Attention to the sensus fidelium is a criterion for Catholic theology. Theology should strive to discover and articulate accurately what the Catholic faithful actually believe. It must speak the truth in love, so that the faithful may mature in faith, and not be ‘tossed to and fro and blown about by every wind of doctrine’ (Eph 4:14-15). [no. 36]

This criterion is both exciting — in that theologians, particularly ecclesiologists, have been highlighting this often underemphasized dimension of Catholic theology for decades and it now is ostensibly getting its due attention — and frustrating. The excitement rests in the fact that there is a clear exhortative call for theologians to engage the faith of the faithful (sorry to be so redundant in term). In identifying one of the characteristics of the theological vocation, the ITC writes:

Theologians help to clarify and articulate the content of the sensus fidelium, recognising and demonstrating that issues relating to the truth of faith can be complex, and that investigation of them must be precise. It falls to them also on occasion critically to examine expressions of popular piety, new currents of thought and movements within the Church, in the name of fidelity to the Apostolic Tradition. [no. 35]

Perhaps another way to look at this first of these two elucidative statements about the role of the theologian is to talk about contextual theology or a theology “from below” as methods that are fully in keeping with authentic Catholic Theology. What the lived faith experience of a people reveals about the tradition is vitally important to the broader work of the Church’s theologians. There is theological insight that is not simply delivered top-down, but found in the popular theological inquiry and reflection of the People of God.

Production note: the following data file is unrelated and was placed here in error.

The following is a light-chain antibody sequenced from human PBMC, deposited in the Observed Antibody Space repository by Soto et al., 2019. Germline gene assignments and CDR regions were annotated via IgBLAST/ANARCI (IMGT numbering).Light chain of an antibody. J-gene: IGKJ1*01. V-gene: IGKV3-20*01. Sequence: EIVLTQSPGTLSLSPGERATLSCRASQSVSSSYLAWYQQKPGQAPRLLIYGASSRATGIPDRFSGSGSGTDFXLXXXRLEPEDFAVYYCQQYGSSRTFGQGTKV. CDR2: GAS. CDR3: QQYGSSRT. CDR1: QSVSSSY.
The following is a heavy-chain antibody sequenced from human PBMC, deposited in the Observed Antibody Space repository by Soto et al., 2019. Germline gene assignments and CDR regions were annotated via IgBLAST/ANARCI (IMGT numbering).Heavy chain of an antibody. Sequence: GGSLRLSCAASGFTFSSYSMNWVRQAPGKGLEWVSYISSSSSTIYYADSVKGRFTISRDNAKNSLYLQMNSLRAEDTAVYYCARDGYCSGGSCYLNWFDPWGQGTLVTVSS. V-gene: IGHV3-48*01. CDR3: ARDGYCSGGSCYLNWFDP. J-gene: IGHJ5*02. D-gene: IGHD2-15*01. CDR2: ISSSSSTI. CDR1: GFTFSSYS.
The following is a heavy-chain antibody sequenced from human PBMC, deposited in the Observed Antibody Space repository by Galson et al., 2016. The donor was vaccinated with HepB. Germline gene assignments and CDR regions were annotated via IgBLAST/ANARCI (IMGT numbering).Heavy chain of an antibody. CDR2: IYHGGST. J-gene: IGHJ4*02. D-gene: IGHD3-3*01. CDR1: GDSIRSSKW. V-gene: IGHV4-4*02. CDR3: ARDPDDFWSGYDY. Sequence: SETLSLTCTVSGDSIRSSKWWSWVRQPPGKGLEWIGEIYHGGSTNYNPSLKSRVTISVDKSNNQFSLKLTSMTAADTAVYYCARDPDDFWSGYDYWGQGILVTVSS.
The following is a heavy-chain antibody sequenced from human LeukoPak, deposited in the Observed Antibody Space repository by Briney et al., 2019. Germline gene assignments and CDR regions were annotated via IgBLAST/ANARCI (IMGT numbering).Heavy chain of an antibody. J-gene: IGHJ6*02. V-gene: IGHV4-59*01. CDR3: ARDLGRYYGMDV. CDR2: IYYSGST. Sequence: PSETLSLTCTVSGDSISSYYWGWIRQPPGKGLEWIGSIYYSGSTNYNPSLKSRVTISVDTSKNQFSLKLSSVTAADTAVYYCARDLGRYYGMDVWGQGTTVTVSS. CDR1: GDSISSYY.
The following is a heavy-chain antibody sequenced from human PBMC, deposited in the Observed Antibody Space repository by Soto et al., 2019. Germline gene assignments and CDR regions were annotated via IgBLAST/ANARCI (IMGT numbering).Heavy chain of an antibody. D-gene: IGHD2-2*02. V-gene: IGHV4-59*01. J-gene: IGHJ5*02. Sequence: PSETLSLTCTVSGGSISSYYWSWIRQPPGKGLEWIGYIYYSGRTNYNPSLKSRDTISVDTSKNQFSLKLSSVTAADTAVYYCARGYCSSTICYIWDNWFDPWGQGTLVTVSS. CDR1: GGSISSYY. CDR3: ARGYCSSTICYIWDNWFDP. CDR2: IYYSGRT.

Additionally, it falls to the theologian engaged in Catholic Theology to critically respond to the errors that might be found in the practice of faith in a given community or population. This arises, presumably, from the scholarly and rigorous study of the tradition and of the practice of the faithful. Both of these dimensions must be held in balance lest the role of the Catholic theologian becomes entirely constructive without regard for the tradition or becomes entirely corrective without regard for the work of the Spirit in the lives of the Body of Christ.

What is perhaps frustrating about the summary statement on this criterion is the lack of assertiveness that could have been made (as compared with some of the other criteria) about the importance and centrality of the sensus fidelium in the work of the theologian and in the articulation of Catholic theology. What does it mean to talk about “attention to” as a criterion of Catholic theology?